House the Homeless has been using San Francisco as a mirror to reflect many aspects of urban life that exist now, or soon will, in other American cities. We looked at the single-room occupancy scene, the short-term rental rules, Airbnb, “owner move in” evictions, autocratic landlords, Ponzi-like schemes of ever-expanding acquisition, and the 12,000 yearly complaints received by the Department of Building Inspection.
Like some other cities, San Francisco has a rent-control ordinance. It restricts annual increases, but applies only to apartments built before 1979. Landlords hate it because they say they are not getting “fair market rate.”
However, there is a mystery. Rent control ceases to apply when the existing tenant (and there are fewer every day) moves out. When that happens, the landlord can name his or her price. Yet apparently, some of the same landlords leave these properties empty and unrented.
The public speaks
Thoughts gleaned from the comments sections of several news articles do not clear up the confusion. The anti-rent-control hardliners hold that in a totally fair system, one month’s notice to the tenants should be the only rule. Outside of that, owners should be able to raise the rent at any time, to any stratospheric amount, for any reason, mainly just because they can.
Rent control is blamed by anonymous newspaper readers for “blight, vacancy, poverty, crime, foreclosure, dependency, displacement, and economic stagnation.” But then somebody else comes along and says that rent control is not even a factor, because it does not apply to new buildings, and yet new buildings sit empty too.
If a unit is vacant, large maintenance bills can be put off, so it looks like less money is going out, and makes the picture more attractive to a potential buyer. Okay, fine. Someone needs to sell a building, they do what they gotta do, especially if it means leaving huge infrastructure expenses for the next sucker. But in a new building, what large maintenance expense would there be?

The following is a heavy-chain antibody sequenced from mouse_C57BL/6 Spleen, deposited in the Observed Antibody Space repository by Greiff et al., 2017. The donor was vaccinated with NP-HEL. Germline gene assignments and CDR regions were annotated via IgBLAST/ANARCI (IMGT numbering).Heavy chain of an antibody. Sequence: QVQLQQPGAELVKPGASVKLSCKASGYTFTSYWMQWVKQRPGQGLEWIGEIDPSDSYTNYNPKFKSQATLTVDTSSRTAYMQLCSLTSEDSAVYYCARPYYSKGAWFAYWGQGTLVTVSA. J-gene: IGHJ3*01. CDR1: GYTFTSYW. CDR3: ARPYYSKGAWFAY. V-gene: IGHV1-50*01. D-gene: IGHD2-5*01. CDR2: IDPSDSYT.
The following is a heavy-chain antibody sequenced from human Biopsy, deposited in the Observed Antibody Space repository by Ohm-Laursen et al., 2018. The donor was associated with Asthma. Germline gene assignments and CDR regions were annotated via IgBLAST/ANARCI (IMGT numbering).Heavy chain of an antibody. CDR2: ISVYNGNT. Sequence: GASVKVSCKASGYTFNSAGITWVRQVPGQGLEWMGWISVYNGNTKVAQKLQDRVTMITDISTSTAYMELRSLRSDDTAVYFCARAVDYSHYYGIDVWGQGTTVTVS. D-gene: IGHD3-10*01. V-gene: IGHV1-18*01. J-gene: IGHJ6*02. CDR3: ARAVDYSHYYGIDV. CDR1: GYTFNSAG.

And yes, renters take advantage of the system. In a 2014 newspaper, a landlord told of a woman who had held onto a rent-controlled 4-bedroom apartment for almost 20 years, paying him approximately $1,000 per month and subletting rooms for $900 per month. In other words, making a killing off property that he owns.
On a related topic, people argue back and forth about the tax implications of allowing property to lie fallow when it could be bringing in revenue. It has something to do, maybe, with a deduction that depends on exactly when the owner began to rent the property.
More rules, and nobody happy
In the tourist season, May 1 through September 30 (which is almost half the year!) single room occupancy landlords are legally allowed to rent 25% of their allotted “residential” rooms to tourists. If they are nicer rooms, perhaps it makes more sense for landlords to just leave them unoccupied the rest of the time, rather than let local, relatively poor people scuff up the floors.
A letter by Susan Dyer Reynolds to MarinaTimes.com exposes yet another side of the problem, that of the owner-occupier, who actually lives in the building but prefers to leave a unit or some units empty. Why would this happen? The writer cites an entertainment film called Pacific Heights, in which Michael Keaton portrays an evil con-artist tenant who rents an apartment with the intention of making the owners so miserable that they will eventually be driven to attack him, so he can sue them and wind up owning their house.
Reynolds happened to see this movie while “in the midst of dealing with a squatter who made Michael Keaton’s character look like a model citizen,” and went on to say that she would rather pay a fine for keeping the place vacant than be caught up in another such “expensive, time-consuming and dangerous situation.”
In the Mission District, a 156-room hotel has been empty since 2012. Apparently, the owner wants to be prepared for a surprise offer. What if a buyer comes along, eager to pay a gazillion dollars — but only on condition that no pesky tenants are infesting the place? Even if just two-thirds of the rooms were occupied, still that would be 100 people to be somehow gotten rid of, which is a giant pain in the posterior.
Worse yet, if they have leases, the owner would have to wait until the longest lease ran out, and by then the prospective buyer might have lost interest. All landlords of course feel that the law is tilted unfairly in favor of tenants, while all tenants believe the law treats landlords with kid gloves.
Earlier this month House the Homeless launched a petition on Change.org calling for more benches in the city of Austin, TX, to help people living with homelessness get off the sidewalks. House the Homeless President Richard R. Troxell hopes the petition will find support in other cities across the U.S.
Source: “Why some San Francisco landlords don’t want to rent,” MarinaTimes.com, August 2017
Source: “No Vacancy for the Homeless,” SFPublicPress.org, 10/23/17
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